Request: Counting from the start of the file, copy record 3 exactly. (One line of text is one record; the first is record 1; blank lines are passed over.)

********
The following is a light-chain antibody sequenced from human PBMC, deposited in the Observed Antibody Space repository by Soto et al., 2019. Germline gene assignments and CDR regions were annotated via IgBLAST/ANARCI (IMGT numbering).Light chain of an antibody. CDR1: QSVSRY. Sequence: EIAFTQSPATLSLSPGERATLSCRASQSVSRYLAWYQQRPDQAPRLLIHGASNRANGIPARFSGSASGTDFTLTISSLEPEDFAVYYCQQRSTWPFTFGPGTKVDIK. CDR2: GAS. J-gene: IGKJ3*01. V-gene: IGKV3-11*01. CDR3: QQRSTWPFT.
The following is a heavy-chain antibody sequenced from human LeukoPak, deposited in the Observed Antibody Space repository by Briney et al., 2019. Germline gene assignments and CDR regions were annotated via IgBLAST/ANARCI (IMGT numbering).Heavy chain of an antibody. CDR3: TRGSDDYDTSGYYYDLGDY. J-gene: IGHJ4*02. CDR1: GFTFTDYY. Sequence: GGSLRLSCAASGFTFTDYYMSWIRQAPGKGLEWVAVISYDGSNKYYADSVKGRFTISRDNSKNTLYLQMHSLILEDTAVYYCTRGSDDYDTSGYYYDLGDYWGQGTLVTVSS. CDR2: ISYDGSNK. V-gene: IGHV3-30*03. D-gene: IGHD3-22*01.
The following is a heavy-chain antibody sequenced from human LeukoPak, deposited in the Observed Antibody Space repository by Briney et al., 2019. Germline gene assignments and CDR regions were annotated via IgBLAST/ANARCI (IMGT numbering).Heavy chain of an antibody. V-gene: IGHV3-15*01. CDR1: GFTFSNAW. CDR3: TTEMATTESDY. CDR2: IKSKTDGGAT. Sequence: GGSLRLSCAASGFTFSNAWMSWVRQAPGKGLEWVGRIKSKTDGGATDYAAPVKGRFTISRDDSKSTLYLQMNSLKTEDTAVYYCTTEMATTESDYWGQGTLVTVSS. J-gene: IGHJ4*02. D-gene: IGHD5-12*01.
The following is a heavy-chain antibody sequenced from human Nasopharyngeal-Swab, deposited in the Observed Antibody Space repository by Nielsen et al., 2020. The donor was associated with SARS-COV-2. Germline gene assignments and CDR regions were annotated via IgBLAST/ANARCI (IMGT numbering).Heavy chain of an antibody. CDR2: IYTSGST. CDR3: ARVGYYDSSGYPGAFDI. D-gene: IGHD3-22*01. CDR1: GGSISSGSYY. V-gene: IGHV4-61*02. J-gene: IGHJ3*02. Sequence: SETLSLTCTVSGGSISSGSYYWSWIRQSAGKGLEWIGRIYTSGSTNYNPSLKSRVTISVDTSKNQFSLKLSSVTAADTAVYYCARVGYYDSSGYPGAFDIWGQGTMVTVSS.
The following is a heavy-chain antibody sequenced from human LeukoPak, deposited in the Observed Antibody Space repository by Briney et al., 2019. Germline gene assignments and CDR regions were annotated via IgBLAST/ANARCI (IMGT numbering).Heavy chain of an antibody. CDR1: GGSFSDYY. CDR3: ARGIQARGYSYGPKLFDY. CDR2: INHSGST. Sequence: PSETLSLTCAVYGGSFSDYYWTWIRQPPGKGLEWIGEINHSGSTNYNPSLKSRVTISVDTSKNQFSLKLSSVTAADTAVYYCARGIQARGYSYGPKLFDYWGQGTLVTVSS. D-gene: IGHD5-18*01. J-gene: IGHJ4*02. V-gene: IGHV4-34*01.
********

The following is a heavy-chain antibody sequenced from human LeukoPak, deposited in the Observed Antibody Space repository by Briney et al., 2019. Germline gene assignments and CDR regions were annotated via IgBLAST/ANARCI (IMGT numbering).Heavy chain of an antibody. V-gene: IGHV3-15*01. CDR1: GFTFSNAW. CDR3: TTEMATTESDY. CDR2: IKSKTDGGAT. Sequence: GGSLRLSCAASGFTFSNAWMSWVRQAPGKGLEWVGRIKSKTDGGATDYAAPVKGRFTISRDDSKSTLYLQMNSLKTEDTAVYYCTTEMATTESDYWGQGTLVTVSS. J-gene: IGHJ4*02. D-gene: IGHD5-12*01.